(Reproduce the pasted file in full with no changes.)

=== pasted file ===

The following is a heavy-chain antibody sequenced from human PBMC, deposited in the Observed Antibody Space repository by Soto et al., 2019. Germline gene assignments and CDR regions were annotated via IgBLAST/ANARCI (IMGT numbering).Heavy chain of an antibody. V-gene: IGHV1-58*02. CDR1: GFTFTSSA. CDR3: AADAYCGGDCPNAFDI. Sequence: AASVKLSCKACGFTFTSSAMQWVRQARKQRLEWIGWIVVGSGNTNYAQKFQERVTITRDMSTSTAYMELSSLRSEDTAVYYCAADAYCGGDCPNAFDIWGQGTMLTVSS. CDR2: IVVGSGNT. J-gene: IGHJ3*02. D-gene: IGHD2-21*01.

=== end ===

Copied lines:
The following is a heavy-chain antibody sequenced from human PBMC, deposited in the Observed Antibody Space repository by Soto et al., 2019. Germline gene assignments and CDR regions were annotated via IgBLAST/ANARCI (IMGT numbering).Heavy chain of an antibody. V-gene: IGHV1-58*02. CDR1: GFTFTSSA. CDR3: AADAYCGGDCPNAFDI. Sequence: AASVKLSCKACGFTFTSSAMQWVRQARKQRLEWIGWIVVGSGNTNYAQKFQERVTITRDMSTSTAYMELSSLRSEDTAVYYCAADAYCGGDCPNAFDIWGQGTMLTVSS. CDR2: IVVGSGNT. J-gene: IGHJ3*02. D-gene: IGHD2-21*01.